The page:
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  • 1.
    Brandén, Maria
    et al.
    Linköping University, Department of Management and Engineering, The Institute for Analytical Sociology, IAS. Linköping University, Faculty of Arts and Sciences.
    Haandrikman, Karen
    Department of Human Geography, Stockholm University.
    Who Moves to Whom? Gender Differences in the Distance Moved to a Shared Residence2019In: European Journal of Population, ISSN 0168-6577, E-ISSN 1572-9885, Vol. 35, no 3, p. 435-458Article in journal (Refereed)
    Abstract [en]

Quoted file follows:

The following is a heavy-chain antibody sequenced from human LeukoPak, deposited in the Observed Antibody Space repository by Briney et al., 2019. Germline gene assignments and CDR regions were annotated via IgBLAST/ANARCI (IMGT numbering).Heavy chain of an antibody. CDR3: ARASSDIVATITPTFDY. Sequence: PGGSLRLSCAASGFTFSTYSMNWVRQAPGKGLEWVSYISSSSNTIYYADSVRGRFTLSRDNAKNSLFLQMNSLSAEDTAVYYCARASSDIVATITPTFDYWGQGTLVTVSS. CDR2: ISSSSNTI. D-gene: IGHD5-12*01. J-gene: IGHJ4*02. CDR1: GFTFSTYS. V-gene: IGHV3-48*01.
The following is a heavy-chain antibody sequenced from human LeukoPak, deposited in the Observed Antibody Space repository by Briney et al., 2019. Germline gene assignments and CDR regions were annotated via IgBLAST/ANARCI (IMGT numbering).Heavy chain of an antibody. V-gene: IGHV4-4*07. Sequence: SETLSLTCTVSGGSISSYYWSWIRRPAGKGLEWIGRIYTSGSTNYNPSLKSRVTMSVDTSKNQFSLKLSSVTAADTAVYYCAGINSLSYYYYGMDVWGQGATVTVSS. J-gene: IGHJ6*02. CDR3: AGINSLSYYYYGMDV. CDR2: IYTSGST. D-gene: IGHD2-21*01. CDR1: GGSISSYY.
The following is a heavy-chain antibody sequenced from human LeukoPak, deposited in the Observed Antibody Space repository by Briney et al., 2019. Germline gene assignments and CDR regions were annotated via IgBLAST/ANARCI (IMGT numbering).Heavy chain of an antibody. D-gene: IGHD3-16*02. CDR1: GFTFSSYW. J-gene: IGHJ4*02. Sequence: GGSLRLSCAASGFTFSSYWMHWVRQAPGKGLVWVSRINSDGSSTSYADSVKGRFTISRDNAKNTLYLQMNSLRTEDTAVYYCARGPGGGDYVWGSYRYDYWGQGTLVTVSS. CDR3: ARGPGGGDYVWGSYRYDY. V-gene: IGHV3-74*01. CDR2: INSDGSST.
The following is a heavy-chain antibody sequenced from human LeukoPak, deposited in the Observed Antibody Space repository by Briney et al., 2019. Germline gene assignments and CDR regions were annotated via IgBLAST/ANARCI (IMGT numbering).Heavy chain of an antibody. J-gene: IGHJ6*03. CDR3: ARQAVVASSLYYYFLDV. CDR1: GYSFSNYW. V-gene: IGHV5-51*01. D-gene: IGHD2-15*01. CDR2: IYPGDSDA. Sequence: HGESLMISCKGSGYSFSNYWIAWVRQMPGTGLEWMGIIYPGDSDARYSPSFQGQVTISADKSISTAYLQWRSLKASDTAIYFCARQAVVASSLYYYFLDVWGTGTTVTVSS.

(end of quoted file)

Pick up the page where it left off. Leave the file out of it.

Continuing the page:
Although the migration of couples and families is well examined, the migration that occurs at the start of co-residence has only been minimally studied. This study examines (1) whether women move more often and move over longer distances at the start of co-residence and (2) whether gender differences (if any) stem from compositional differences between women and men, such as gender differences in ties, or if they are the consequence of the within-couple distribution of bargaining power. The analyses are performed on Swedish population register data from 1991 to 2008, including longitudinal information on the residence of all couples who either married or had a child as cohabitants in 2008, backtracking them to the year of union formation. The results indicate that women are more prone to move for the sake of their male partner in the process of union formation than vice versa. If partners lived in close proximity prior to co-residence, the woman’s increased likelihood of moving and longer distance moved is nearly completely explained by power imbalances in the couple. Gender differences in ties only have minor importance in explaining gender differences in these types of migration patterns. If partners lived far apart prior to co-residence, gender differences are particularly pronounced. These differences remain after adjusting for the two partners’ relative resources. We contribute to the family migration literature by suggesting that women’s higher propensity to move and their longer distance moved are indications that even couples’ decisions at the start of co-residence are made in favour of the man’s career.

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